Thursday, September 29, 2011

Canadian Book Challenge 5: Dance on the Earth - Margaret Laurence

This memoir feels particularly intimate because Margaret Laurence dictated the second draft of it during her last illness -- she became too weak to sit at her typewriter.  Readers can almost feel the pauses, the musing and the striving for clarification that thoughtful speakers go for in conversation.

As with most memoirs, Dance on the Earth's most compelling chapters are the ones that describe Laurence's childhood growing up in Neepawa, Manitoba.  The memoir's sections are built around the three women she calls her three mothers:  Her birth mother, who died when she was a small child, her mother's sister, who later on became her stepmother when she married Margaret's father as well as her only parent, because her father died when she was nine, and her mother-in-law, whom she seems to have regarded with great respect and warmth.

When Margaret goes away to college and during her married years, some of the immediacy seems to fade. Laurence and her husband lived in several different countries during their marriage, but she doesn't really refer to them much, except for the strangeness and inconvenience.  At the point in the memoir in which she leaves her husband, (they were amicably divorced after years of separation) takes the two children and settles in England, the reader feels drawn nearer again.  In fact, Laurence really lights up at the mention of all her subsequent homes and seems to relish the memory of these places.  It's touching to read about her joy when a place felt really right to her.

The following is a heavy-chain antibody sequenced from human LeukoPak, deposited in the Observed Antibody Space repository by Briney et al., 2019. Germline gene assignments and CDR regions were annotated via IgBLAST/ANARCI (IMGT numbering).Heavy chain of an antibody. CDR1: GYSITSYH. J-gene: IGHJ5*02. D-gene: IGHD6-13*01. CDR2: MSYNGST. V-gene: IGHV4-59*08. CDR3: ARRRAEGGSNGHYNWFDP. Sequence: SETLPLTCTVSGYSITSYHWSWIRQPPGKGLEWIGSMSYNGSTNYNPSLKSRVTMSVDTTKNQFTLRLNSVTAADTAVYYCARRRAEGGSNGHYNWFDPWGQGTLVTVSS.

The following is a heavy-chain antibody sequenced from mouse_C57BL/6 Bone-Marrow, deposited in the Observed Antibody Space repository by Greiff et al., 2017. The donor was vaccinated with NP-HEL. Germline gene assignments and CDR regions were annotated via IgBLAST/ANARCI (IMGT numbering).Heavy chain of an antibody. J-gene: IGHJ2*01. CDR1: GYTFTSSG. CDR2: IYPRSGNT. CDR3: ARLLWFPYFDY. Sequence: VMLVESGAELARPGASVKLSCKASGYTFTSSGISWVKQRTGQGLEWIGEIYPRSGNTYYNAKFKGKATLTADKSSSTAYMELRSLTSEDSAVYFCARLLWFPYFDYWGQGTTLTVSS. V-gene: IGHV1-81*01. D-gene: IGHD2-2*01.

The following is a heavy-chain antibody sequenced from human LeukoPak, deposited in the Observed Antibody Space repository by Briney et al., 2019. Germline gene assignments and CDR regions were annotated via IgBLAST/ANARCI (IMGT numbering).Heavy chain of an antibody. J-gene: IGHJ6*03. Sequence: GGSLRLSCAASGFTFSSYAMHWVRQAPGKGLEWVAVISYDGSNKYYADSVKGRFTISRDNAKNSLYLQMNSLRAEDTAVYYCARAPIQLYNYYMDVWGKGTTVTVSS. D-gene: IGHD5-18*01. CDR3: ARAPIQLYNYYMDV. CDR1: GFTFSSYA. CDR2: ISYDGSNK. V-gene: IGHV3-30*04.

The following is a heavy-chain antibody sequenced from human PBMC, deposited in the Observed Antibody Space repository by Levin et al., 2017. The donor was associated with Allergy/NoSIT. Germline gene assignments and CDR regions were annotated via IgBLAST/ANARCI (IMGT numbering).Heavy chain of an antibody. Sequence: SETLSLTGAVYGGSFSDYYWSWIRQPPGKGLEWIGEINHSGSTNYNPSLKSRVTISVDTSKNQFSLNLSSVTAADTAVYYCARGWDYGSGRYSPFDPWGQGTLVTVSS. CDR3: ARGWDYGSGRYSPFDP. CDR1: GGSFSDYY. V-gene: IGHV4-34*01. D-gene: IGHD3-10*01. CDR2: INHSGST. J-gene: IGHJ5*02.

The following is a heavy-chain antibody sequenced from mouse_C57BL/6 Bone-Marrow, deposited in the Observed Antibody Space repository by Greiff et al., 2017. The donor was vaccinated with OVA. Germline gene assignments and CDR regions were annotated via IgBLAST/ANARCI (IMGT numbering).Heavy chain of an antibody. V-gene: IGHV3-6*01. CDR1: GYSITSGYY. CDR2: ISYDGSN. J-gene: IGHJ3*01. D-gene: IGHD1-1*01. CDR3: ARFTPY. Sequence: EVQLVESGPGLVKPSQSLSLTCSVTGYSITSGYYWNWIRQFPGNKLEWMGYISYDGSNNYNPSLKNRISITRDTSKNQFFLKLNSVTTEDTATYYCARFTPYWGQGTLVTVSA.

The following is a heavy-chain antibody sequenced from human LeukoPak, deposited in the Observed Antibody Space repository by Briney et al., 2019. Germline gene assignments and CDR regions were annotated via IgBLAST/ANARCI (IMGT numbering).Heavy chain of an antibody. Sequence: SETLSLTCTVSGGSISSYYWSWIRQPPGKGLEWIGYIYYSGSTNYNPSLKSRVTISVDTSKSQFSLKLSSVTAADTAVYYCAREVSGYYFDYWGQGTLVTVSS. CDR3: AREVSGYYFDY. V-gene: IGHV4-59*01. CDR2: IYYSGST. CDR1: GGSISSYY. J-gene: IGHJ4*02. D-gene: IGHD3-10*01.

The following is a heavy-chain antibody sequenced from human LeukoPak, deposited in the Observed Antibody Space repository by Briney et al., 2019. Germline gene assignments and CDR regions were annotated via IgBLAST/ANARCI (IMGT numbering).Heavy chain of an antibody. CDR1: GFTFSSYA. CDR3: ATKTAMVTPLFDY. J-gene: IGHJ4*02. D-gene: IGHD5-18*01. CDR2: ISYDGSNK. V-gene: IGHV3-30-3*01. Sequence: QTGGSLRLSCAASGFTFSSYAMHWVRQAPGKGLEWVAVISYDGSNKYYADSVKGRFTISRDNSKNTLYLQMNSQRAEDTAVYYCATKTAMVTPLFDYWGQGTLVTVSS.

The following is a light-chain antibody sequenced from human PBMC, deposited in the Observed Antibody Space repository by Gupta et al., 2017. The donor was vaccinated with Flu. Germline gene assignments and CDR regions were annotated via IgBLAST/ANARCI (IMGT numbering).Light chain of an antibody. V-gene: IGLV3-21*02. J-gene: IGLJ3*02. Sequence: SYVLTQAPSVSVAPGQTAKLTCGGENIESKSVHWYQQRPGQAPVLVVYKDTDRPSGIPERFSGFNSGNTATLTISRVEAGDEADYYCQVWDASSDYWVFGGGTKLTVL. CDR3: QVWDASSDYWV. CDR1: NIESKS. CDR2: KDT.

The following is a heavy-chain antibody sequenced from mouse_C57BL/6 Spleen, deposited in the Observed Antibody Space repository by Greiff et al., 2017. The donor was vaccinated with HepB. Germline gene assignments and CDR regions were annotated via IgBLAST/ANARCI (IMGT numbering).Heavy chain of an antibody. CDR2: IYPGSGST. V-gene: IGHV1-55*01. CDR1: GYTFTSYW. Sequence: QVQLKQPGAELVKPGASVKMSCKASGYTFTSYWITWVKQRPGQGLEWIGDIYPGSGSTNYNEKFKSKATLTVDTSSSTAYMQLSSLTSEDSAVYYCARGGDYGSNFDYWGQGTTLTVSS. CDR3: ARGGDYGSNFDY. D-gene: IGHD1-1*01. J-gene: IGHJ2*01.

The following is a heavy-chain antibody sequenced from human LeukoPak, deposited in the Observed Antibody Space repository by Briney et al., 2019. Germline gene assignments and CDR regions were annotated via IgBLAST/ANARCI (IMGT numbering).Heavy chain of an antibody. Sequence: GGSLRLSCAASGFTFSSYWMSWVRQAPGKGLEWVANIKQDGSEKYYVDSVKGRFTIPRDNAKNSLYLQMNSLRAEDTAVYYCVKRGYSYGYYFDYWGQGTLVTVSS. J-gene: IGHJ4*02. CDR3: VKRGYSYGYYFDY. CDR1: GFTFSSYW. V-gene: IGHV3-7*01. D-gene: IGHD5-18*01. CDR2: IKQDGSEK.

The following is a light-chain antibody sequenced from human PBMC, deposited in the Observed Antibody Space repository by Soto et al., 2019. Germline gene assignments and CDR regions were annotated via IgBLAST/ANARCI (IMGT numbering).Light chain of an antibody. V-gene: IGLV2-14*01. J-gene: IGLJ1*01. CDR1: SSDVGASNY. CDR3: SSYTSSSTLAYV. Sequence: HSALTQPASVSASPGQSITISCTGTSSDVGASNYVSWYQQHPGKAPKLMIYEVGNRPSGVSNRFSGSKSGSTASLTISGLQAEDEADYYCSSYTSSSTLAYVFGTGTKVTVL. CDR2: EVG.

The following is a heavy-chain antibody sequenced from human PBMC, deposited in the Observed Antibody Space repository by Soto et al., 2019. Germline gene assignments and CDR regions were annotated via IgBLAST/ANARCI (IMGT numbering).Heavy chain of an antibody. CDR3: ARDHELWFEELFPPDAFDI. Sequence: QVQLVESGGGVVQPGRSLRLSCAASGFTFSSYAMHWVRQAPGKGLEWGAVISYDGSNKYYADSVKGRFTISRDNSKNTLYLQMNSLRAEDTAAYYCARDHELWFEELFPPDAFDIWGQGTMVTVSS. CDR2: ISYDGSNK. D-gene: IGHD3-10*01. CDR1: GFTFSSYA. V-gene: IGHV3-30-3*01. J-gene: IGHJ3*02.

Another high point of Dance on the Earth is Laurence's insistence that birth stories should be told, (as she mentions bitterly, for so many years male writers sneered at this tendency in women writers) so she tells the stories of her children's births in loving detail.  She's also frank and forthright at expressing her puzzlement, hurt and frustration over her award-winning novel, The Diviners, being challenged and on the verge of being banned just a short time later. Unhappily, this incident took place in the very area of Canada in which she decided to live after years in England.  Dance on the Earth is also full of marvelous photos spanning nearly a century's worth of photographs of both family and friends.  I was really pleased to see a picture of Al Purdy with Laurence's daughter, Jocelyn. 

 My only problem with the book was the ending.  In the last pages of her memoir, Margaret acknowledges that she doesn't have long and bids the reader, and seemingly life a dignified and heartfelt farewell.  Then there's a final section that's a mixture of writings -- poems, letters, speeches -- that Laurence had composed over the years.  I believe that if Laurence had been in better health and had had more time to live, she would have worked those pieces into the body of her memoir.  It was sad, because it was as if Jocelyn, who edited her mother's final work posthumously, was too upset and overwhelmed by the material and didn't have the heart to edit it into the memoir, but also didn't have the heart to leave it out completely.  After I closed the book, I was left unsettled and feeling  a sense of loss but also a sense of unquenchable strength.


Heather said...

First off, i'll admit, that I have only read a few of Margaret's works. But when you say you felt insettled after reading this, to me that is the right feeling. It's the one feeling that I do associate with Margaret Laurence. Thanks for bringing this book to my attention.

Bybee said...

You're welcome. This is my second work by Margaret Laurence. Now I want to read A Jest of God.

Teacher/Learner said...

The Diviners is one of my favourite books and I really liked The Stone Angel. Thanks for your review :) I've wanted to read this and you're the first blogger I've come across to have read it.